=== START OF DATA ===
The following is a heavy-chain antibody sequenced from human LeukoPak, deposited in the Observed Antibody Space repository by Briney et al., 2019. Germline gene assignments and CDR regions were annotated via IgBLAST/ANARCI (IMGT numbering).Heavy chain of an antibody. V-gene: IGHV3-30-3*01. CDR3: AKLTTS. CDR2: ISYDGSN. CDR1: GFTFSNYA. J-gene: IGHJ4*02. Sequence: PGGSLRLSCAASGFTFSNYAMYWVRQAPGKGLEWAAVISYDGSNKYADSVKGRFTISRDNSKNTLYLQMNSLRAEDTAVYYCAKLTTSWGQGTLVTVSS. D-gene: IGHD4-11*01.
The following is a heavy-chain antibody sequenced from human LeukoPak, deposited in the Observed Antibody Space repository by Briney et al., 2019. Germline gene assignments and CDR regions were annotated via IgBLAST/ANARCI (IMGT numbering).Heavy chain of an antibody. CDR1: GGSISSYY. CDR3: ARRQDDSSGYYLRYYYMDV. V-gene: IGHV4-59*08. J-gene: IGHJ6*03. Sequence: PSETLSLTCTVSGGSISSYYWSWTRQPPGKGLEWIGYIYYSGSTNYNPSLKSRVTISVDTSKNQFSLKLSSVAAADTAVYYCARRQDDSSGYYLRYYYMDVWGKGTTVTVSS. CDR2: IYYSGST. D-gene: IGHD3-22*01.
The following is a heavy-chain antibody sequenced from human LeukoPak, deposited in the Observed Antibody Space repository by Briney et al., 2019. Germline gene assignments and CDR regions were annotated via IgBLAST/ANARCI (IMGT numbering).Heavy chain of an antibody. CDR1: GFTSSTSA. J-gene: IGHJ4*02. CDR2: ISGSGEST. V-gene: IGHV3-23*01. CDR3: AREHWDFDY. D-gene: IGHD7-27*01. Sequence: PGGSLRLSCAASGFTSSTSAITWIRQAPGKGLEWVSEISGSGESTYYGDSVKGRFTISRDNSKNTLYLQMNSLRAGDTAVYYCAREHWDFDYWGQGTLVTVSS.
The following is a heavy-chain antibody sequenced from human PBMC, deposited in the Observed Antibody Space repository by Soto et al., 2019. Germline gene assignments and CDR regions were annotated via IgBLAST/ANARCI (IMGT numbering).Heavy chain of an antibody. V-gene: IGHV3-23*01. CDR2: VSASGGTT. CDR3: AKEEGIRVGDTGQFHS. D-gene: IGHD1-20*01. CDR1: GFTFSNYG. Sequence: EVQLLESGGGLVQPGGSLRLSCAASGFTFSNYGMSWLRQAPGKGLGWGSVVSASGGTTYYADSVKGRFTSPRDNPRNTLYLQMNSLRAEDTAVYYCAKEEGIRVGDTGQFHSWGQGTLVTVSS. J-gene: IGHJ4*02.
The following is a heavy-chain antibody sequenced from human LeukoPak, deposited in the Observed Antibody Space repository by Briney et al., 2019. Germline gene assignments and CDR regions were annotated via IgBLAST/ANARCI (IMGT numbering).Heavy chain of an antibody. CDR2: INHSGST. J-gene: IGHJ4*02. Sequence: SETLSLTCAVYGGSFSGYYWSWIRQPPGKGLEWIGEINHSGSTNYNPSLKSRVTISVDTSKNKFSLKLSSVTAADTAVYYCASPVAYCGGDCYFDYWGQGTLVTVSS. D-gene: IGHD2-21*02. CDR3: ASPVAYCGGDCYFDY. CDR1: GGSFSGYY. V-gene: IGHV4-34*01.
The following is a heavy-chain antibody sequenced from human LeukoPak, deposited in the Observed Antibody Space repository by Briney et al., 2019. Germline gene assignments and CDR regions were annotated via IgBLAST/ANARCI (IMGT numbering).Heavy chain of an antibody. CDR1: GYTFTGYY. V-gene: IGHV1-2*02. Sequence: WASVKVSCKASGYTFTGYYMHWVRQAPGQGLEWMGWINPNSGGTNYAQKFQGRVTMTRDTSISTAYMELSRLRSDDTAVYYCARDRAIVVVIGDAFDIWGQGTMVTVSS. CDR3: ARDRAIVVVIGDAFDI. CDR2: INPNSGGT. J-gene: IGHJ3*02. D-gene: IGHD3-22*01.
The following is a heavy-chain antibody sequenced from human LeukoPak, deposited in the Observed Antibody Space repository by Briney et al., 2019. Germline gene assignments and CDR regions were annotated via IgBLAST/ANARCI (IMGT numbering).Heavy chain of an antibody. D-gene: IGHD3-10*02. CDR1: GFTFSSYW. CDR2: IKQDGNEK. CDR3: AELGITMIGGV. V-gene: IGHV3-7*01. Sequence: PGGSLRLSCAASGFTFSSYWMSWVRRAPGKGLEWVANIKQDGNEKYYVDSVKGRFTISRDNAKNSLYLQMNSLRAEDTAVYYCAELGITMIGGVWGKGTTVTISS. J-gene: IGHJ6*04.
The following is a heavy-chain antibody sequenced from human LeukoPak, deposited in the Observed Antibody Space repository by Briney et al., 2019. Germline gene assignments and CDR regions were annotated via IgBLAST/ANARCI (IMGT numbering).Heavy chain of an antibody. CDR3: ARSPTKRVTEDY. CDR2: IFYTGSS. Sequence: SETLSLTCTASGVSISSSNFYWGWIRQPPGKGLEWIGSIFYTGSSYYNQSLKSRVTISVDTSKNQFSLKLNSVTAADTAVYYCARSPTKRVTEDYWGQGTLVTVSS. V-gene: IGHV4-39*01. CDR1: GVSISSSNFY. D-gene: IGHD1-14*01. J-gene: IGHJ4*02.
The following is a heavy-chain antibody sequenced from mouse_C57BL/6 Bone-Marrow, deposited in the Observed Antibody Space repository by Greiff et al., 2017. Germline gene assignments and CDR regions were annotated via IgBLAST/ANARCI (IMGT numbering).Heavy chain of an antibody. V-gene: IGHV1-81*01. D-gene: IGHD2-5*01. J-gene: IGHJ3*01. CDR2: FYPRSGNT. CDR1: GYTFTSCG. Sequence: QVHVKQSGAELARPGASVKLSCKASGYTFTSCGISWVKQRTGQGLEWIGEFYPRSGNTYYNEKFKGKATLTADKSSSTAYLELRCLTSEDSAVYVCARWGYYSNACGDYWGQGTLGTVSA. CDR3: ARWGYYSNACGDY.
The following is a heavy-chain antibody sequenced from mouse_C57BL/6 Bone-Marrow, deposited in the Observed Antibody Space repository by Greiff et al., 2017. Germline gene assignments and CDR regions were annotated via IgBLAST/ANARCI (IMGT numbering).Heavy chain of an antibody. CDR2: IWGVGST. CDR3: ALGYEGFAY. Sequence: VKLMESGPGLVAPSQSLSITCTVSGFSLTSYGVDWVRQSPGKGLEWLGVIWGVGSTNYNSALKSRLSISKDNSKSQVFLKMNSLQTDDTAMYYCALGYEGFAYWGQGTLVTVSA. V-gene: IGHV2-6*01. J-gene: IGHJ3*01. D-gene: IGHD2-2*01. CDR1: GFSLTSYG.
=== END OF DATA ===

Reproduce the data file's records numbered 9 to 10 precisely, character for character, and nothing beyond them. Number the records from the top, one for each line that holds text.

The following is a heavy-chain antibody sequenced from mouse_C57BL/6 Bone-Marrow, deposited in the Observed Antibody Space repository by Greiff et al., 2017. Germline gene assignments and CDR regions were annotated via IgBLAST/ANARCI (IMGT numbering).Heavy chain of an antibody. V-gene: IGHV1-81*01. D-gene: IGHD2-5*01. J-gene: IGHJ3*01. CDR2: FYPRSGNT. CDR1: GYTFTSCG. Sequence: QVHVKQSGAELARPGASVKLSCKASGYTFTSCGISWVKQRTGQGLEWIGEFYPRSGNTYYNEKFKGKATLTADKSSSTAYLELRCLTSEDSAVYVCARWGYYSNACGDYWGQGTLGTVSA. CDR3: ARWGYYSNACGDY.
The following is a heavy-chain antibody sequenced from mouse_C57BL/6 Bone-Marrow, deposited in the Observed Antibody Space repository by Greiff et al., 2017. Germline gene assignments and CDR regions were annotated via IgBLAST/ANARCI (IMGT numbering).Heavy chain of an antibody. CDR2: IWGVGST. CDR3: ALGYEGFAY. Sequence: VKLMESGPGLVAPSQSLSITCTVSGFSLTSYGVDWVRQSPGKGLEWLGVIWGVGSTNYNSALKSRLSISKDNSKSQVFLKMNSLQTDDTAMYYCALGYEGFAYWGQGTLVTVSA. V-gene: IGHV2-6*01. J-gene: IGHJ3*01. D-gene: IGHD2-2*01. CDR1: GFSLTSYG.